US Government  Says No Social Security Benefits' Increase
US Government  Says No Social Security Benefits' Increase

For the first time in 30 years, Social Security recipients in the United States will not receive an annual adjustment in benefits.   More than 52 million older Americans depend on Social Security for all or part of their retirement income.  As pension funds and the stock market have declined in the last decade, Social Security has become the primary rather, than supplemental income for many retirees.


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97-year-old Anna Maiman is one of 52 million Social Security recipients who will not receive an increase in benefits this year.

Maiman came to the U.S. from Poland at age 17.  Her husband died several years ago.  She suffers from dementia, so her grandson Mike Maiman is her full-time caretaker.

They live on $1,350 a month, the sum of Maiman's Social Security benefits and her husband's pension fund.  Anna Maiman is still very active for her age.  Her grandson says not having an increase will affect her quality of life.

"It is not life or death for us," Mike says, "but it would mean taking life from more of a hum-drum experience where she can't get out much or do much because we are at the limit of the budget."

Social Security began early last century as a buffer between older Americans and poverty.  Americans pay into the system throughout their working lives.  The annual increase in benefits is tied to the consumer price index or CPI - an index of consumer goods and services.  This year, the CPI fell 1.3 percent, reflecting the steep decline in fuel prices.

Nancy Altman is an authority on private pensions and Social Security.   She questions whether the CPI is an accurate cost of living indicator for senior citizens.  She argues the CPI is not weighted toward housing and health care, the primary expenditures for older adults.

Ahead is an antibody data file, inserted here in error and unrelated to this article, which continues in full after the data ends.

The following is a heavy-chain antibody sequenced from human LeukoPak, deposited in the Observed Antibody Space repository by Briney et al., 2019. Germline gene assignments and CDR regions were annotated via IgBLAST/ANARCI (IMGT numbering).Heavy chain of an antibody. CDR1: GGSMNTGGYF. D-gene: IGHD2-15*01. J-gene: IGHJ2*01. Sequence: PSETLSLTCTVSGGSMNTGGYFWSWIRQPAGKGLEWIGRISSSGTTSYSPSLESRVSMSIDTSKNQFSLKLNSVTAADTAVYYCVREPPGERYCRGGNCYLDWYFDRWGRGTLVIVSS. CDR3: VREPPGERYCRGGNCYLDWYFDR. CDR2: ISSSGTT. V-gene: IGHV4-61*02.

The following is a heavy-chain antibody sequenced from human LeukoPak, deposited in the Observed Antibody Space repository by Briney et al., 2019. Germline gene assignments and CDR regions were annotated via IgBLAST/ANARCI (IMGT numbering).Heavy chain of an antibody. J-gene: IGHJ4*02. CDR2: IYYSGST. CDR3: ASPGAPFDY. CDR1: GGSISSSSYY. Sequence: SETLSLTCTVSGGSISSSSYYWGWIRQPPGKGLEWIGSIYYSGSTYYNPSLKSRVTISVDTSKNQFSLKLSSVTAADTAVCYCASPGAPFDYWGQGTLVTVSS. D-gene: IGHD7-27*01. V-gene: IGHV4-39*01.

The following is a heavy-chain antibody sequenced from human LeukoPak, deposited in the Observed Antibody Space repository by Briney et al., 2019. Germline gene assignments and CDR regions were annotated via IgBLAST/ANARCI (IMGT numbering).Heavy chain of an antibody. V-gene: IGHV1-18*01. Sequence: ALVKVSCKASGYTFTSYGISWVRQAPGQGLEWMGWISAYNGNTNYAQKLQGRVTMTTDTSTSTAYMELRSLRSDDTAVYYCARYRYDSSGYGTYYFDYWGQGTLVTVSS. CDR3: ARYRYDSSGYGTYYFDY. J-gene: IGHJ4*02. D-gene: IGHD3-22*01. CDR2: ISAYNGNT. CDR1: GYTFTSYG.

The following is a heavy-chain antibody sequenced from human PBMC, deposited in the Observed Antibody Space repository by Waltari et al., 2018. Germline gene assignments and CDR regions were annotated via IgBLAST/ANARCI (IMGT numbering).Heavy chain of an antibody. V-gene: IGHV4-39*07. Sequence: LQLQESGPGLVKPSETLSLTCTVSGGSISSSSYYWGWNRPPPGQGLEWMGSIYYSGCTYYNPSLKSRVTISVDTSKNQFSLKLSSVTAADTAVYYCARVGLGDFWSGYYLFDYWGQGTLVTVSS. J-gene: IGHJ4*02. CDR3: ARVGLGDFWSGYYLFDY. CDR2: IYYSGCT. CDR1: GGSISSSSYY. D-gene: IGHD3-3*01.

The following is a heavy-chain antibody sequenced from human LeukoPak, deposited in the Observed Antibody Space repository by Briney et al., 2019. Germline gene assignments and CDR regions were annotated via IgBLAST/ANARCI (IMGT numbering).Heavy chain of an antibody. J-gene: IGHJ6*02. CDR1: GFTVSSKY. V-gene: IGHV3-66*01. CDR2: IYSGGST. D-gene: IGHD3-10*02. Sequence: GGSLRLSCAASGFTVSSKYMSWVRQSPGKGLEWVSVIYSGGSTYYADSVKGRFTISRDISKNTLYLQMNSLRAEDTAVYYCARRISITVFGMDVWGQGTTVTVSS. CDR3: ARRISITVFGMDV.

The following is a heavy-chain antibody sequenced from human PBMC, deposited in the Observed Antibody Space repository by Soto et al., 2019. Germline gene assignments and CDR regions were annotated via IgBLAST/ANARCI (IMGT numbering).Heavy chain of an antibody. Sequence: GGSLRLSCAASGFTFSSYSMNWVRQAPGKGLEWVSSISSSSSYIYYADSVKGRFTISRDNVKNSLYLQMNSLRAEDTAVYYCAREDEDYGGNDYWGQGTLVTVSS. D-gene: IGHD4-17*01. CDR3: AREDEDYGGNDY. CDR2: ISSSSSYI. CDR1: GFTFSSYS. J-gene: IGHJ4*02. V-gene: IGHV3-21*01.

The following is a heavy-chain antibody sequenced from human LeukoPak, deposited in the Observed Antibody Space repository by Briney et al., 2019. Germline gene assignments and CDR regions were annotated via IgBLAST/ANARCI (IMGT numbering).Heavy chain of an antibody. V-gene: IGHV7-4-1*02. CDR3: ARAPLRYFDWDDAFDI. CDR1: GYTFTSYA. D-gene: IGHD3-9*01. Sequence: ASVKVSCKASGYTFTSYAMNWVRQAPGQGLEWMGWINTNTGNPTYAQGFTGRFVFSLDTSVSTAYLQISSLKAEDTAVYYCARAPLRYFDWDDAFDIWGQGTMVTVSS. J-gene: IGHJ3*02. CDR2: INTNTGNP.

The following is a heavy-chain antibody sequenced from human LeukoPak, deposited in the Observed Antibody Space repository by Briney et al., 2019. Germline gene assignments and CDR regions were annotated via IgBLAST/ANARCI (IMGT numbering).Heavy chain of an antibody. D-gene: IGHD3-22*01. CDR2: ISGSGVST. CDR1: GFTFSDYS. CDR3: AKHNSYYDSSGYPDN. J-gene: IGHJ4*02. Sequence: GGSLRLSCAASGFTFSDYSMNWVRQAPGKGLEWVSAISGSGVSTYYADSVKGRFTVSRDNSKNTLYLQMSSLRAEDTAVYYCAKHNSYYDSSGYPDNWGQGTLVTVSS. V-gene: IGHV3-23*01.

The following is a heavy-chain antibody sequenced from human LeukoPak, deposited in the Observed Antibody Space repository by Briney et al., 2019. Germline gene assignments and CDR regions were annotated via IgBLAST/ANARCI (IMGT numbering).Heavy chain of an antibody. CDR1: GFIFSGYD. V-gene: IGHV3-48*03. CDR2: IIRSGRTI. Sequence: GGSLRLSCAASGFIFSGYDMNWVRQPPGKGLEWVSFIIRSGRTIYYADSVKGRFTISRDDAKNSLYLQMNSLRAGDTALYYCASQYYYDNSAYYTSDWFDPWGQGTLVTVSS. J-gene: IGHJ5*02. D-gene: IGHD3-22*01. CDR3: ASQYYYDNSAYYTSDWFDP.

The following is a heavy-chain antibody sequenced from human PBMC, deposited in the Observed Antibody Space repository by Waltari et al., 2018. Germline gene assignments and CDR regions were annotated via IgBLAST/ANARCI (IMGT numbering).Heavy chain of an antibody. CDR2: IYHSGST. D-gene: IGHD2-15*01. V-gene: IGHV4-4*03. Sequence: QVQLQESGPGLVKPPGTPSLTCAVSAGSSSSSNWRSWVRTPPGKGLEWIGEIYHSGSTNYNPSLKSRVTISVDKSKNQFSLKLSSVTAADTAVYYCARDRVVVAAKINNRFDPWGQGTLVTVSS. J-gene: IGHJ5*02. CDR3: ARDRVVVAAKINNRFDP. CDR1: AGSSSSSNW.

She wants to see Social Security benefits increased.

"The average benefit is less than someone working full time at minimum wage.  It is not even a minimum wage life style," Altman says.  "So when you don't get the cost of living increase it just compounds that.  The benefits are just not enough."

Anna Maiman's granddaughter pays for her to attend Winter Growth, a non-profit day care center for the elderly, two days a week.  Maiman participates in classes and activities with other seniors.  Like many of her peers, she could not afford to come here without financial help.

Social Security Administration officials say the average recipient receives a check for $1,150 a month.  And 40 percent of all single retirees depend on Social Security for 90 percent off their income.

Marge Burba is the executive director of Winter Growth. She says Social Security is the only source of income for half of her clients, and when there is no cost of living increase, it also affects the non-profit organizations that serve them. 

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"Our costs will go up more than the consumer price index and yet the people that we are serving won't have the money to pay that," Burba notes. "So, we have to scramble around and try and find it somewhere else to continue giving them quality care."

President Barack Obama says he wants to provide an emergency payment of $250 to Social Security recipients as soon as possible.  The proposal is currently a part of several bills circulating on Capitol Hill.

For Anna Maiman and other Social Security dependents, the increase would mean an extra $30 to $40 a month.  It's not much, but it would provide a cushion that could help in an emergency.